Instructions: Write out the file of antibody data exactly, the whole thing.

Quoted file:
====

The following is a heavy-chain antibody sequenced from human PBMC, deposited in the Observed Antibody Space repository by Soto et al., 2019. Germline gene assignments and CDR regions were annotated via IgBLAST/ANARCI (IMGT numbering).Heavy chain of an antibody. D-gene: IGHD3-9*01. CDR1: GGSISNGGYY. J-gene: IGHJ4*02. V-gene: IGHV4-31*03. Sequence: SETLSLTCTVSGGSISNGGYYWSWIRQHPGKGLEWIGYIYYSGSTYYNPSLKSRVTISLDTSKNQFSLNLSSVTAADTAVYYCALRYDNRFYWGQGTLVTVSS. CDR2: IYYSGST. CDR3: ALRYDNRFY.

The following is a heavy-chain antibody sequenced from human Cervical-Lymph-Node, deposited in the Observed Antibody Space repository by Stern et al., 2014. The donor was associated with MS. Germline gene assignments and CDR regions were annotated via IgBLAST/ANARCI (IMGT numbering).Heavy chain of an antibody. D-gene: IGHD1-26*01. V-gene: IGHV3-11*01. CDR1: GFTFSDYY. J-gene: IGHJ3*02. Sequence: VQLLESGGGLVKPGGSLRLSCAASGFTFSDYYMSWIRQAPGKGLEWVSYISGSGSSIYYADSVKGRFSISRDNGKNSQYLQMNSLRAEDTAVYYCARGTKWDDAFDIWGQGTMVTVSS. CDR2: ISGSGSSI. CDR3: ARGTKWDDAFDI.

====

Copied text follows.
The following is a heavy-chain antibody sequenced from human PBMC, deposited in the Observed Antibody Space repository by Soto et al., 2019. Germline gene assignments and CDR regions were annotated via IgBLAST/ANARCI (IMGT numbering).Heavy chain of an antibody. D-gene: IGHD3-9*01. CDR1: GGSISNGGYY. J-gene: IGHJ4*02. V-gene: IGHV4-31*03. Sequence: SETLSLTCTVSGGSISNGGYYWSWIRQHPGKGLEWIGYIYYSGSTYYNPSLKSRVTISLDTSKNQFSLNLSSVTAADTAVYYCALRYDNRFYWGQGTLVTVSS. CDR2: IYYSGST. CDR3: ALRYDNRFY.

The following is a heavy-chain antibody sequenced from human Cervical-Lymph-Node, deposited in the Observed Antibody Space repository by Stern et al., 2014. The donor was associated with MS. Germline gene assignments and CDR regions were annotated via IgBLAST/ANARCI (IMGT numbering).Heavy chain of an antibody. D-gene: IGHD1-26*01. V-gene: IGHV3-11*01. CDR1: GFTFSDYY. J-gene: IGHJ3*02. Sequence: VQLLESGGGLVKPGGSLRLSCAASGFTFSDYYMSWIRQAPGKGLEWVSYISGSGSSIYYADSVKGRFSISRDNGKNSQYLQMNSLRAEDTAVYYCARGTKWDDAFDIWGQGTMVTVSS. CDR2: ISGSGSSI. CDR3: ARGTKWDDAFDI.